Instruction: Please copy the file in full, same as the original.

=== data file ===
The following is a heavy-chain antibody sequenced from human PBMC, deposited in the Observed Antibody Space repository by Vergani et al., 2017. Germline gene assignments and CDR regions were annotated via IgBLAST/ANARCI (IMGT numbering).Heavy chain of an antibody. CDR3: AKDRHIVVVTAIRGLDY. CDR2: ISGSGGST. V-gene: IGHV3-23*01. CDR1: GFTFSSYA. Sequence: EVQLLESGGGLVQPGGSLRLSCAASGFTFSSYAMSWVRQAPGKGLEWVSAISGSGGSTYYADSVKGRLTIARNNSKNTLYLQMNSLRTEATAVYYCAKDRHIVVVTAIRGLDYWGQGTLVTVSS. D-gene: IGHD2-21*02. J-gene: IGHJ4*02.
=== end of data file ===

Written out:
The following is a heavy-chain antibody sequenced from human PBMC, deposited in the Observed Antibody Space repository by Vergani et al., 2017. Germline gene assignments and CDR regions were annotated via IgBLAST/ANARCI (IMGT numbering).Heavy chain of an antibody. CDR3: AKDRHIVVVTAIRGLDY. CDR2: ISGSGGST. V-gene: IGHV3-23*01. CDR1: GFTFSSYA. Sequence: EVQLLESGGGLVQPGGSLRLSCAASGFTFSSYAMSWVRQAPGKGLEWVSAISGSGGSTYYADSVKGRLTIARNNSKNTLYLQMNSLRTEATAVYYCAKDRHIVVVTAIRGLDYWGQGTLVTVSS. D-gene: IGHD2-21*02. J-gene: IGHJ4*02.